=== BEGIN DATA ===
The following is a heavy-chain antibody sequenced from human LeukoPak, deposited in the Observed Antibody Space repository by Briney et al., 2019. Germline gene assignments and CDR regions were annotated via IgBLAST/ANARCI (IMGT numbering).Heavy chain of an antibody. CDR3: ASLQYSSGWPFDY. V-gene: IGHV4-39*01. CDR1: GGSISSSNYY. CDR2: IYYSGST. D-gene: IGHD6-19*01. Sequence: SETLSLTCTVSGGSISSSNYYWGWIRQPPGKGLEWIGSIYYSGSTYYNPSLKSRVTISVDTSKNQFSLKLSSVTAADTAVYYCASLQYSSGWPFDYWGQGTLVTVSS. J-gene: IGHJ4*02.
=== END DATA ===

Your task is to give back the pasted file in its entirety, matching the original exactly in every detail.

The following is a heavy-chain antibody sequenced from human LeukoPak, deposited in the Observed Antibody Space repository by Briney et al., 2019. Germline gene assignments and CDR regions were annotated via IgBLAST/ANARCI (IMGT numbering).Heavy chain of an antibody. CDR3: ASLQYSSGWPFDY. V-gene: IGHV4-39*01. CDR1: GGSISSSNYY. CDR2: IYYSGST. D-gene: IGHD6-19*01. Sequence: SETLSLTCTVSGGSISSSNYYWGWIRQPPGKGLEWIGSIYYSGSTYYNPSLKSRVTISVDTSKNQFSLKLSSVTAADTAVYYCASLQYSSGWPFDYWGQGTLVTVSS. J-gene: IGHJ4*02.